When people think of a new year they think of new beginnings. Of a fresh start and of endless possibilities. We do not think of loss or of waiting. We do not think of deprivation and of letting go but of celebration.
However without these painful things we do not know or understand the words gain or joy. Because to understand joy we must know what its opposite is. By understanding not only what it is but also, what it is not.
The year of 2020 opened up for us with great hope and yet, with utter horror we watched as the world transformed daily into pain, and great deprivation. It was in this kind of mingling of not complete horrors but shadows of it everywhere that I found myself staring into the face of loss. Loss became the word for the entire year, for the entire globe.
What do you do when your daily becomes pain, how do you swim yourself to the surface when you are so far under you cannot see the sun? How do you make THAT extraordinary?
Sitting in that space I questioned everything.
“The meaning of it all. Nothing new was under the sun. What were we all doing? What was I doing? God is good but, how is this good?”
Pushing and shoving the negative back was my job as bearer of good news and light! So I would shove. So far that anything painful and hurtful I would “grin and bear it”. I would push and shove back until it was better, until I could “make” it better. Until it became my reality I would say I was “waiting on God”.
I would shove so hard back on pain that even now crying is not a natural thing for me. Emotional pain being the hardest pain for me to acknowledge. Because of my fear, I looked tough and competent. Fear that if I acknowledged the loss the reality would sink me so far down I could never recover from the hurt and cruelties of our fallen world. The hurt would then be my identity instead of the light, and beauty, and joy that surrounds us.
But what if the negative is where you find yourself? No matter how much you push on it, loss is apart of life just as gain is. Ignoring it doesn’t make it go away. In fact ignoring it causes us to not fully know the depths of joy and gain.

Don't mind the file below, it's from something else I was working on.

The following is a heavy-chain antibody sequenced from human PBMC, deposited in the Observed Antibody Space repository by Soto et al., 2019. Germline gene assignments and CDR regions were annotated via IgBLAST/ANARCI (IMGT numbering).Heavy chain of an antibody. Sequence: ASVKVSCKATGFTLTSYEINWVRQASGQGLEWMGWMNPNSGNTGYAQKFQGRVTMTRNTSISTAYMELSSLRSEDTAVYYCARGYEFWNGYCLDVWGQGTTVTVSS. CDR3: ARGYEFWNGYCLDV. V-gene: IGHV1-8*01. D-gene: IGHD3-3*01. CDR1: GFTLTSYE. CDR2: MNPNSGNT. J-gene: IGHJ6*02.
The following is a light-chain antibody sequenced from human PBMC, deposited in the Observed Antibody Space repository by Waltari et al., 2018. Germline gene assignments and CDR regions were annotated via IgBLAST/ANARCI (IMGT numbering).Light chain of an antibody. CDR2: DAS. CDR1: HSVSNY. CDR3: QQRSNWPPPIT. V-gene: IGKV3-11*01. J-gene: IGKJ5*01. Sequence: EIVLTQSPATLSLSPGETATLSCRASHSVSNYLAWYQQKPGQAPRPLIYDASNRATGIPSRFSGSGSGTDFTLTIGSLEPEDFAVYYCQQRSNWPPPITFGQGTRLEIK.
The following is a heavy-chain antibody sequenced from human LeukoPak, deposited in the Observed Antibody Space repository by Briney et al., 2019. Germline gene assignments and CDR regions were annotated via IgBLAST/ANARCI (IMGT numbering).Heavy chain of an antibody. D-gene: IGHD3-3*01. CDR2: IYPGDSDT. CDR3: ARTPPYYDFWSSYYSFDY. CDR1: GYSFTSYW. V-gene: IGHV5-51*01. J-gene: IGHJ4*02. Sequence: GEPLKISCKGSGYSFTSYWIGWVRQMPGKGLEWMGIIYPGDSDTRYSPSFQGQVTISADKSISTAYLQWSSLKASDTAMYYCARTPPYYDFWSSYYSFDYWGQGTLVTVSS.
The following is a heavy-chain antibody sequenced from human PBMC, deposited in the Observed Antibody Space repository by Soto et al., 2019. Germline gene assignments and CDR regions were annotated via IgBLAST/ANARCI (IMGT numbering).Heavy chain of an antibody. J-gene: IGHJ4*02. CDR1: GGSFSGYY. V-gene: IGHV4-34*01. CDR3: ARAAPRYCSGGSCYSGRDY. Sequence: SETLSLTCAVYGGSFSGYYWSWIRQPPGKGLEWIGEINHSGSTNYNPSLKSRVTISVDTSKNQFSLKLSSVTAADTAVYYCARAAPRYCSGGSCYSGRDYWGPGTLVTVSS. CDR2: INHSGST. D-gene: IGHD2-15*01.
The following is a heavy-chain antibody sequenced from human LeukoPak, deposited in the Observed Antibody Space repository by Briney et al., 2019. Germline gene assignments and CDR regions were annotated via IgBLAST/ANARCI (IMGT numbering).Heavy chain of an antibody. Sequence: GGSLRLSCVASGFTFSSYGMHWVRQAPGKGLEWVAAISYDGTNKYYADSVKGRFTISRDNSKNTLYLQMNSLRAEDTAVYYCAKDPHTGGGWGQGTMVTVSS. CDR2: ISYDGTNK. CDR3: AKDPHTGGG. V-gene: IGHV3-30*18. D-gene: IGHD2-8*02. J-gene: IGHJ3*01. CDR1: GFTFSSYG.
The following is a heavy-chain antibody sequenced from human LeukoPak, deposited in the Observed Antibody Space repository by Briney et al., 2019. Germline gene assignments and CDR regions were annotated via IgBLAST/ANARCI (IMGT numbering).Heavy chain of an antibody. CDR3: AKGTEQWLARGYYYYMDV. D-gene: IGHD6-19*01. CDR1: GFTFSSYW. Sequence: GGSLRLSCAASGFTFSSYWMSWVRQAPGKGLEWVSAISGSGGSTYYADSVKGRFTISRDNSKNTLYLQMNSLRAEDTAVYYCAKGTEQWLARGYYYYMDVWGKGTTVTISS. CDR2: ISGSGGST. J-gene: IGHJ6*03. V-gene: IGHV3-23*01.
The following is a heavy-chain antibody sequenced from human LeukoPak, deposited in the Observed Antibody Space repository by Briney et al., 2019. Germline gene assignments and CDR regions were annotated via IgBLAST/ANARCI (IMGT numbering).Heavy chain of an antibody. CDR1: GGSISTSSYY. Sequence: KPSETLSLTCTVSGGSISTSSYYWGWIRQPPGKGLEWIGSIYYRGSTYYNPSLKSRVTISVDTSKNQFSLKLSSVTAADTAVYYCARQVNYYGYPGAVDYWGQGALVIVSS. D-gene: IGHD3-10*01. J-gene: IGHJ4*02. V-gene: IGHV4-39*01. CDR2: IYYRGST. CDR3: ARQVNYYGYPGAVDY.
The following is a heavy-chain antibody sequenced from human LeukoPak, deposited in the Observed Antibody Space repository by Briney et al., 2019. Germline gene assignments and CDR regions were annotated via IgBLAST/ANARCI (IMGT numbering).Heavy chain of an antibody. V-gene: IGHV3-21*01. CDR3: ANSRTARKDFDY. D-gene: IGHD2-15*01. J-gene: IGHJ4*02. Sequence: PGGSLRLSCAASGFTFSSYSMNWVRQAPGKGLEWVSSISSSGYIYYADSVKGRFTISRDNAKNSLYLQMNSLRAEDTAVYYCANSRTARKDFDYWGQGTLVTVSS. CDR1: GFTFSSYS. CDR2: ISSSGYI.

So what do you do with that? How do you move on when loss crashes in on your hope? When it is your identity?
It is through the bruises, the pain and the utter devastations in life that I am reminded of the cross. That I am reminded that Jesus wept. That in our deepest moment of gain there was loss. Utter brokenness of a body and utter devastation of a spirit.
Everyone reminds us of the celebrations of Jesus, of the miracles and the holiness, and of even the heart for children that He had. But do we remind ourselves that He was also a man who grieved deeply.
If you are in a season of grief and loss, if this year is hard I pray you know that in that grief and in sitting in it, allowing it, you can find the One who called new life from the very depths of it!
I push back on the negative and stand against evil because I hate it so. Just as all our natures do. Not one of us likes death, loss, or injustice. What I forget and fail to remember sometimes in my shoving back is that the pain and the grief came before the push back.
Let me explain. Jesus still mourned the loss even when He knew his friend would be raised. (John 11) He still cried out to his father even when he knew he would stand in triumph! (Matthew 27:26) He still begged for better. (Mathew 26:39) even in what He had to do. Going through the loss is what brought us our very life. It continues to do so.
Weeping may tarry for the night, but joy comes with the morning.
Weep my friends and be renewed. Allow yourself the seasons of grief and identify with Jesus.
“Hope is the mingling of Joy and sorrow, because hope is Jesus. God and man. Perfection and pain.” -Kathrine Wolf